When President Trump in December 2019 created for the first time a sixth branch of the US military, the Space Force, it was met to a large degree with ridicule both among his domestic political opponents and in some countries around the world. And some like Russia and China, for example, expressed concerns that it would kick off a globally detrimental 'weaponization and militarization' of space.
Now there are new reports that some of America's key allies are eyeing a similar military branch focusing on space. A new interview in Military.com quotes the head of the United Kingdom's air force as saying it remains a possibility. "Never say never," Air Chief Marshal Sir Mike Wigston responded when asked about the potential for a British Space Force somewhere in the near future, while expressing UK's goals of deepening cooperation in this domain with its US ally.
The comments came after at the start of last month the UK established its own Space Command, which is to include members of Royal Navy, British Army, RAF and civil service in a "joint command" structure, similar to the US Department of Defense's own Space Command (SPACECOM) which was established in 1985 to defend the US against any threat above 100km of mean sea level.
When the top UK commander was asked whether London will take the "next step" of an actual space-focused branch which people could join (akin to joining the Army), he responded:
"I don't think we're... at the scale of the U.S. space enterprise yet, and I think that would be a distraction at this stage, but again, I would say never say never," Wigston said in an interview with Military.com last month.'
"We recognize that we're going to have to be prepared to spend more time understanding what's going on in space, and particularly the malign activity, and then be ready to protect against it," he said. "I think the role of organizations like the Space Force or the U.K. Space Command is only going to grow as we make more use of space."
But he explained that at the moment the Royal Air Force has other pressing priorities, for example: the development of autonomous drones capable of supporting conventional fighter jets while flying side-by-side. "The United States Air Force in particular is in exactly the same phase as the Royal Air Force as we begin to try and understand what that future force mix will look like," Wigston said.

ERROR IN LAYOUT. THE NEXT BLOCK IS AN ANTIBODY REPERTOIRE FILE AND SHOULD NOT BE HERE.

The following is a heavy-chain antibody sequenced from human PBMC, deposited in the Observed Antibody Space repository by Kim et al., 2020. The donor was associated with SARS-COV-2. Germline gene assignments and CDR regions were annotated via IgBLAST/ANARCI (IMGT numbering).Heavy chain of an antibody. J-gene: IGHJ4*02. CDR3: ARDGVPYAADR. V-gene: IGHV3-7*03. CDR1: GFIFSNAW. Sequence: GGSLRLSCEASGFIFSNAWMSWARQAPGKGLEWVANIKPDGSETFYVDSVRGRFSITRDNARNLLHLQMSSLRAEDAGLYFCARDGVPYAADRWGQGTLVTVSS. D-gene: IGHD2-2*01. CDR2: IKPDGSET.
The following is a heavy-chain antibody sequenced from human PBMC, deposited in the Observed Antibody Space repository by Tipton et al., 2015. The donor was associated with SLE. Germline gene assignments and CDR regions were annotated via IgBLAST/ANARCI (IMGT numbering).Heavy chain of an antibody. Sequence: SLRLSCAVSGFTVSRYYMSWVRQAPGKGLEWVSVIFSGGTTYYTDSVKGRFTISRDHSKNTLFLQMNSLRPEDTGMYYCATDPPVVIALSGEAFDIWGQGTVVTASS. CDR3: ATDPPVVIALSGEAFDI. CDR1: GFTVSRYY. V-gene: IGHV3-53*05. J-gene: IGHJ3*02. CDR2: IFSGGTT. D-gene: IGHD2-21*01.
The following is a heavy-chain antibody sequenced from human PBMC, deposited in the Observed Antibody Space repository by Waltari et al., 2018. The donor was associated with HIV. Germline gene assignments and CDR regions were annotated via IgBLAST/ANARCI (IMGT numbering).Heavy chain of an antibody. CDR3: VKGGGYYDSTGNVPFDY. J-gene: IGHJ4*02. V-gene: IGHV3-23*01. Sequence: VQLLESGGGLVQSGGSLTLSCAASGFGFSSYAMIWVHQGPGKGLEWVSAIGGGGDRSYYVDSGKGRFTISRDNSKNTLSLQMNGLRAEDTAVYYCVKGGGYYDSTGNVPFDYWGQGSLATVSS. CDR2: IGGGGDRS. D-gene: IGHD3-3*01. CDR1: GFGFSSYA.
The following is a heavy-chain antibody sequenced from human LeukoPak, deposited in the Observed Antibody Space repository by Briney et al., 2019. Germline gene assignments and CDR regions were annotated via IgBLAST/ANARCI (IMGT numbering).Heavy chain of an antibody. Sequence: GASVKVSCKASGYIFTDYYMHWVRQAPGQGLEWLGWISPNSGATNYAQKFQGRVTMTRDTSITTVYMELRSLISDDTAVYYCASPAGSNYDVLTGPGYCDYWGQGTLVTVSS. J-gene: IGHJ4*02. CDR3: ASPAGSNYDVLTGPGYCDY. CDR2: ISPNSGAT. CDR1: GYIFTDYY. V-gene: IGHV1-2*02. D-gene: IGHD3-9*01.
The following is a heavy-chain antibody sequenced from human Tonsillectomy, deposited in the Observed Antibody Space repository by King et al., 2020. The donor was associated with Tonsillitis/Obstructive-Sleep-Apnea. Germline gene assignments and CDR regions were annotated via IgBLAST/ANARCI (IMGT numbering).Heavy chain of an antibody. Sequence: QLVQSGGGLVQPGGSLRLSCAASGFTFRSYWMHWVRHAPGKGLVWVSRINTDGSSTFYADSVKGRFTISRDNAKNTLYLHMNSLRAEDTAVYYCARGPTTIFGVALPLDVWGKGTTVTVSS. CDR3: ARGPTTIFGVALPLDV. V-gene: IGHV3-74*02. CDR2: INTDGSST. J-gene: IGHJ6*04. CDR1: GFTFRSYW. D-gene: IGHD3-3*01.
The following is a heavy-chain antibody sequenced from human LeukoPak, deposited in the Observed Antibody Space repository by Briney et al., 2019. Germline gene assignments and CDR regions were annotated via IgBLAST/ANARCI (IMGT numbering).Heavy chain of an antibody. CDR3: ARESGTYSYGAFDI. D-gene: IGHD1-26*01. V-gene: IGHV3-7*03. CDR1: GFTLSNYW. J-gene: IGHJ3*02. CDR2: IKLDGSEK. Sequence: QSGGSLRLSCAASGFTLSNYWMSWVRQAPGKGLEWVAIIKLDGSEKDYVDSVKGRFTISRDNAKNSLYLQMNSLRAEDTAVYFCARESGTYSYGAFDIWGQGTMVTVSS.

He explained: "I want to see [Project] Mosquito loyal wingman remotely piloted autonomous combat aircraft on the wings of Typhoon and on the wings of the [British] F-35 [Joint Strike Fighter] this decade."
According to a 'statement of purpose' issued upon the UK Space Command's April 1, 2021 founding:
The threat from adversaries in this rapidly evolving operational domain is real and it is here now. If we fail to understand how to operate in space, integrate space with all domains and integrate with Allies’ and Partners’ space capabilities, we lose our competitive edge.
As for the US Space Force in the post-Trump era, it's recently announced that it is seeking to become the world's first "fully digital" military service.
US Space Force recruitment video and commercial...
"The Space Force is a small, specialized service with an expansive mission. It is inherently more bound to and driven by technology than any other mission set," its Chief Technology and Innovation Officer Maj. Gen. Kimberly Crider said this week after the rollout of its latest "vision document".
“We must be committed in turn to providing them [Guardians] with the digital age knowledge, tools and processes they can use and enable and empower their peak performance and unlimited potential in advancing how we design, develop, field and operate space capabilities today and into the future," Crider explained.
Upon the Space Force's establishment under Trump, and with the transfer of 16,000 Air Force personnel to get it going, the newly tapped director Gen. John Raymond defended it by saying "This is not a farce. This is nationally critical."
He said at the time: "We are elevating space commensurate with its importance to our national security and the security of our allies and partners." In the coming years and decades as this still infant US military branch gets established and expands, the question will remain the degree to which US allies and partner countries view space as the "next warfighting domain". This may in large part depend on China and Russia's own actions and advances in this field.